Patricia Kaliati the antagonist


Like a typical antagonist in a short story, Culture Minister, Patricia Kaliati, on Saturday spoiled the fun for the main act— namely, the Malawi Writers Union (Mawu)/FMB Awards presentation ceremony— held in Blantyre.

Mawu, playing the protagonist, had scripted the K1 million-worth event so well that, according to the script of things, invited guests were supposed to arrive at 1 pm, followed by warm-up poetry performances at 1; 25 pm, and arrival of the guest of honour, Kaliati, at 1: 40 pm.

It was never to be! And it was a jab in the eye of government’s public service reforms rhetoric. Of late, the government has been singing of reforms and, in line with the tune, Vice President Saulos Chilima— who is spearheading the reforms from the top — has been leading the way, and often arrives at public functions on time.


But if Kaliati’s late-coming is anything to go by, there must be problems with the public reforms. It seems that the reforms have ignored decades of history littered with such culturally ‘acceptable’ embarrassments as late-coming to public functions, hand-clapping for public officials who have to be scolded, among others.

The conduct of public officials has hardly resembled the tableau of simple, humble, time-conscious bliss it was supposed to be like.

The problem is that, even when the public officials subtly apologise, stakeholders’ never real escape the impact of such conduct on their lives, and this was the case in Blantyre.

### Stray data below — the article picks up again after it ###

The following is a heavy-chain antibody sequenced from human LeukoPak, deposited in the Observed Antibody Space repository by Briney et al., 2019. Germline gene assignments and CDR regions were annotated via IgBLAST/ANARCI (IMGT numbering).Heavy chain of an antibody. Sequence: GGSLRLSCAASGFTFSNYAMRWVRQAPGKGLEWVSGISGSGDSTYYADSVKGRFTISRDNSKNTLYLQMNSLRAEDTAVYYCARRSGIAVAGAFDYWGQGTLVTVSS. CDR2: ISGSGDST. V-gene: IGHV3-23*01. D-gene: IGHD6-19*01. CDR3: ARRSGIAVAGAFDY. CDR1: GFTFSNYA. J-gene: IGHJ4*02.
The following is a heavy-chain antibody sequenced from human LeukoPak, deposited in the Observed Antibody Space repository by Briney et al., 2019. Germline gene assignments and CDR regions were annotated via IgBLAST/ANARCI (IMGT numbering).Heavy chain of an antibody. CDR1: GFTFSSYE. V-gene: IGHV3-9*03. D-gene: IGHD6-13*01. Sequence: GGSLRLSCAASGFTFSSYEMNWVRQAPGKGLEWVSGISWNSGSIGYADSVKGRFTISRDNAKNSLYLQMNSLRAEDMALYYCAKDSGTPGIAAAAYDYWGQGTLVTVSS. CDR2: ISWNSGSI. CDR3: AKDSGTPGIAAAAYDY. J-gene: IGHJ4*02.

And Kaliati, on her part, showed no sign of being heartily ashamed of her late-coming.

“My apologies for coming late. I was at a funeral. I was about to say, ‘Please, I am tired. I have been here in Blantyre since Thursday. Yesterday we were in the village,” Kaliati said, referring to the burial of Roads Authority board chairperson.

It was one of those smart and snappy answers to murmuring.

However, the minister baffled the participants with her characteristic and perfectly aimed irony, joking, over and over again, about the Chief Judge Hoffman Aipira’s slip of the tongue earlier on.

Aipira, while explaining the criteria used in selecting the winners and the amount of money due to the first, second and third-best short story writers, forgot that this was a Malawi kwacha and put the figures 250, 000 and 80, 000 in Pounds.

And Kaliati had to repeat her joke, which entailed mentioning the prizes in pounds, over three times and, every time, a large part of the audience laughed; and Kaliati laughed, too— forgetting the pain she had inflicted on creative writers, some of them had to travel from as far as Zomba, Mangochi, Lilongwe, by keeping them waiting from 1 pm to 05: 15 pm. It was quite an act but, then, that is what an antagonist is supposed to do in a typical short story.

It was the most visible indicator of the waves of some Cabinet ministers’ comic sense: Irritate the protagonist, if need be; get into the main character’s fingers, if you can!

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